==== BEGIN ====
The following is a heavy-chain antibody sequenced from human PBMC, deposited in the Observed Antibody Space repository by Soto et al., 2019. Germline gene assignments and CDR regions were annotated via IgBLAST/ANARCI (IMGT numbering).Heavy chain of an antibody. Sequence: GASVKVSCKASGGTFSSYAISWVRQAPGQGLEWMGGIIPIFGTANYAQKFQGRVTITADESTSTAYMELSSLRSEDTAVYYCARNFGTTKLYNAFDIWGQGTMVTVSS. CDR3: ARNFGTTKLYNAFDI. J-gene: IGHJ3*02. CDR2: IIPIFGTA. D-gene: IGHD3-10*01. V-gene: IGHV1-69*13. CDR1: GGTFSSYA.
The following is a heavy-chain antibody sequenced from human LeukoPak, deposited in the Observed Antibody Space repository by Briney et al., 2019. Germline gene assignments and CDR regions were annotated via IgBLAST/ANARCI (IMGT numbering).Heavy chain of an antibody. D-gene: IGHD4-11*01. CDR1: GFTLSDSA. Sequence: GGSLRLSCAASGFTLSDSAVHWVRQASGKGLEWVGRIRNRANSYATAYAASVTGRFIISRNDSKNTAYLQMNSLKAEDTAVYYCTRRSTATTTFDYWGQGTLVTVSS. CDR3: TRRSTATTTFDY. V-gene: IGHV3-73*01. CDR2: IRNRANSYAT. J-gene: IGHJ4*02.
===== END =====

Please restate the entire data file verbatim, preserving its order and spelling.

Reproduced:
The following is a heavy-chain antibody sequenced from human PBMC, deposited in the Observed Antibody Space repository by Soto et al., 2019. Germline gene assignments and CDR regions were annotated via IgBLAST/ANARCI (IMGT numbering).Heavy chain of an antibody. Sequence: GASVKVSCKASGGTFSSYAISWVRQAPGQGLEWMGGIIPIFGTANYAQKFQGRVTITADESTSTAYMELSSLRSEDTAVYYCARNFGTTKLYNAFDIWGQGTMVTVSS. CDR3: ARNFGTTKLYNAFDI. J-gene: IGHJ3*02. CDR2: IIPIFGTA. D-gene: IGHD3-10*01. V-gene: IGHV1-69*13. CDR1: GGTFSSYA.
The following is a heavy-chain antibody sequenced from human LeukoPak, deposited in the Observed Antibody Space repository by Briney et al., 2019. Germline gene assignments and CDR regions were annotated via IgBLAST/ANARCI (IMGT numbering).Heavy chain of an antibody. D-gene: IGHD4-11*01. CDR1: GFTLSDSA. Sequence: GGSLRLSCAASGFTLSDSAVHWVRQASGKGLEWVGRIRNRANSYATAYAASVTGRFIISRNDSKNTAYLQMNSLKAEDTAVYYCTRRSTATTTFDYWGQGTLVTVSS. CDR3: TRRSTATTTFDY. V-gene: IGHV3-73*01. CDR2: IRNRANSYAT. J-gene: IGHJ4*02.